Many AI applications in healthcare involve machine learning and deep learning models
Integrating healthcare data among researchers, universities, and firms developing AI solutions has a variety of advantages. However, due to restrictions such as HIPAA, exchanging patient data safely is a significant barrier in the healthcare business. Synthetic data can assist healthcare researchers in creating shareable data and overcoming these limitations.
Improves machine learning model accuracy
Many AI applications in healthcare involve machine learning and deep learning models, like patient data analytics, medical imaging, and medication development. It is critical for successful prediction to feed these algorithms with adequate and reliable training patient data. By extending the training dataset size without breaking data privacy requirements, synthetic data increases machine learning or deep learning model accuracy.
Enables prediction of rare diseases
Clinical trials with a small number of patients provide erroneous results. Synthetic data can be used to construct control groups for clinical studies including uncommon or recently found diseases for which there is insufficient existing data, allowing for the diagnosis of rare diseases.
This is analogous to the advantage of synthetic data in supporting ML model accuracy, although it can be more obvious in circumstances where data is scarce.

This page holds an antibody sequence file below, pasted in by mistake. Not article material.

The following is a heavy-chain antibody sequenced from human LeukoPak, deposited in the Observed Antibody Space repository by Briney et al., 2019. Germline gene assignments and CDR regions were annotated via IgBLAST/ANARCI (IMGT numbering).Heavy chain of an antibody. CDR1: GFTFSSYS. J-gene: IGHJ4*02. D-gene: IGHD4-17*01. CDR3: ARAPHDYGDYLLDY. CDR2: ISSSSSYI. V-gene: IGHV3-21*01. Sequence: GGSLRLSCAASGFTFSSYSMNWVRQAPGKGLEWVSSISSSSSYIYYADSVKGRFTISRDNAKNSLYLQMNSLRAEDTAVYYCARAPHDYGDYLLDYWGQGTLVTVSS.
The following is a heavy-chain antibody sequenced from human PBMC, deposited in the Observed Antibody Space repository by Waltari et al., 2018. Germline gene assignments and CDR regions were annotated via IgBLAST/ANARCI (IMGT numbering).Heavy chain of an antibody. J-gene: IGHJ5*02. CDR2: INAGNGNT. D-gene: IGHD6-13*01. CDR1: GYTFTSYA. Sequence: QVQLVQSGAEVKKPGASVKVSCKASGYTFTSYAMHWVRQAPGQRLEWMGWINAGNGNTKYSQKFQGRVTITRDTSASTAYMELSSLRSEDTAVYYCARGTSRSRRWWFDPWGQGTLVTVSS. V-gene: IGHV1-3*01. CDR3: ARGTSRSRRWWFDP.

Collaboration between medical and pharmaceutical organizations can help doctors identify patients faster and improve medication discovery. Synthetic patient data that mimics the features of real patients can help in collaboration.
Provides reproducibility for medical research
It is critical for scientific development to be able to duplicate the outcomes of a research or experiment. Nevertheless, patient data privacy rules can impede clinical research reproducibility. Clinical researchers can guarantee that their outcomes are reproducible by conducting studies on and sharing synthetic patient databases.
Problems with using synthetic data
When employed in healthcare, synthetic data can have drawbacks.
For starters, it isn’t as valuable as real data. The integrity of clinical synthetic data is heavily influenced by the training data and the data synthesis method. The research team discovered that the experimental group could only match the control team’s results with 70% reliability, which may not be suitable in some instances.
Another issue with synthetic clinical data is the possibility of omitting outliers that would otherwise be included in a real dataset. Data-generation neural networks are terrible in generating unusual-but-possible data sets. Furthermore, outliers are frequently more significant than average data points.
While useful for some applications, the transfer of outliers from an “actual data” training set to a synthetic dataset may raise privacy problems. If a neural network passes outliers in the training sample of patient data into synthetic data, these different data points might possibly be used to identify specific patients.
Furthermore, neural network systems that generate synthetic data are susceptible to cyberattacks and must rely on genuine private data. A hacker who gains access to the data-generating system may be able to reverse engineer confidential information. Although some synthetic data systems use severely restricted access to prevent this type of attack, complete prevention is difficult.